This is quite important for lots of things in computers, as the hash can be treated as a substitute for the original text. If I know the number and I have a way of verifying that number is correct, I can assume that the text that I later check matches that number is correct.

For example, imagine it is a lot of work to send a big file to you, and at the end you want to check you have the right file and it has not been corrupted, either by accident or deliberately. Well, you could make a hash, and so could I, and we could call each other, and I could tell you the hash and you can check it is right. I don't have to read all of the text over the phone to you, just the hash.

The requirements here are that the hash is quick and easy for a computer to compute, but that the chance of two texts ever matching the same hash is very slim, and the chance of a slightly modified version of a text matching the same hash is pretty much zero, and the chance of someone being able to contrive a text that matches is pretty much zero. You need the hash to be reliably a substitute for the original text for checking.

3. A hash for passwords

The requirements for a hash for passwords are very similar to a hash for encryption, and almost all of the issues of being unable to reverse the hash or find a password that makes the same hash, are the same.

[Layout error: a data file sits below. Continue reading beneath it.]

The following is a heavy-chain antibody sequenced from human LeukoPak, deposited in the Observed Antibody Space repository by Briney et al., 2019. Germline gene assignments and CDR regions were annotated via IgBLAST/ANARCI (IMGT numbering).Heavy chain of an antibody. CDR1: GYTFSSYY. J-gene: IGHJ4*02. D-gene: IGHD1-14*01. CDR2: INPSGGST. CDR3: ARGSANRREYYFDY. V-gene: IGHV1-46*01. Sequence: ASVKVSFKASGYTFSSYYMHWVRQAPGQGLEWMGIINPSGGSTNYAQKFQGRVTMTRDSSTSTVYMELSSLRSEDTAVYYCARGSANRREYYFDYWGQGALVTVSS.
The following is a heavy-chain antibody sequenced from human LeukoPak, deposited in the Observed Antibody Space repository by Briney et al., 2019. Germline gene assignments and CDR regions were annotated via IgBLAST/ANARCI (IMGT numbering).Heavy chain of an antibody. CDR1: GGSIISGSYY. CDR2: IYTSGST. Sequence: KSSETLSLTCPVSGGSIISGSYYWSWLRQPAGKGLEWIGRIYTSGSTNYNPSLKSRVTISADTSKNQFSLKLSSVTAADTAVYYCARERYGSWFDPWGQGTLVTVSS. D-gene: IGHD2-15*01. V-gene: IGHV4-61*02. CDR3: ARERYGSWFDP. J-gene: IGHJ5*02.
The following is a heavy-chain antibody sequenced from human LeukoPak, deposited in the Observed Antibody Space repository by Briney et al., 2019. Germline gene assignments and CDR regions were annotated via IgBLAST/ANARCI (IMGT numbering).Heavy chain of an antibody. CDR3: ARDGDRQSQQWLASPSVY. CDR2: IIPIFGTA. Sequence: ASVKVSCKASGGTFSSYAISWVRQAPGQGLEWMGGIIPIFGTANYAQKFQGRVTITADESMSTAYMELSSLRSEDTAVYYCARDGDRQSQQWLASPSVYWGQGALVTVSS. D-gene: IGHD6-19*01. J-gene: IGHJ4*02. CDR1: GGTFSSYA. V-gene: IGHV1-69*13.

There are, however, a couple of key differences.

For a start, passwords are shorter, so a much more complex algorithm could be used which might be totally infeasible for hashing large files.

But also, you want to make the hash slow and complicated (e.g. use lots of computing power and memory). The reason being that passwords are guessable. E.g. using every word in a dictionary and lots of digits and other tricks people use to make likely passwords, and check them.

If the hash is very quick to work out, a computer can work through a lot of guesses of possible passwords and try them out to brute force the answer and find a password to match.

Indeed, as someone reported on my other blog posts, some graphics cards are able to do around 5 billion SHA1 hashes a second! SHA1 is a cryptographic hash, so designed to be quick to work out by a computer.

The trick for a password hash is to be as secure as a cryptographic hash but also hard to work out in a way that means hackers cannot try a lot of hashes per second on simple cheap hardware.

I hope that makes some sense...

3 comments:

  1. "an arbitrarily long string, such as a password"

    That's just a (big) number too, right?

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    Replies
    1. Yes and no

      Yes, in that to a computer everything is just a number (or numbers)

      No, in that programmers typically use "number" for things which are fixed length and "string" for usually textual things which are variable length, and passwords are the latter

      Though these terms are "fuzzy", and "arbitrary precision numbers" are obviously variable in length but they're very definitely numbers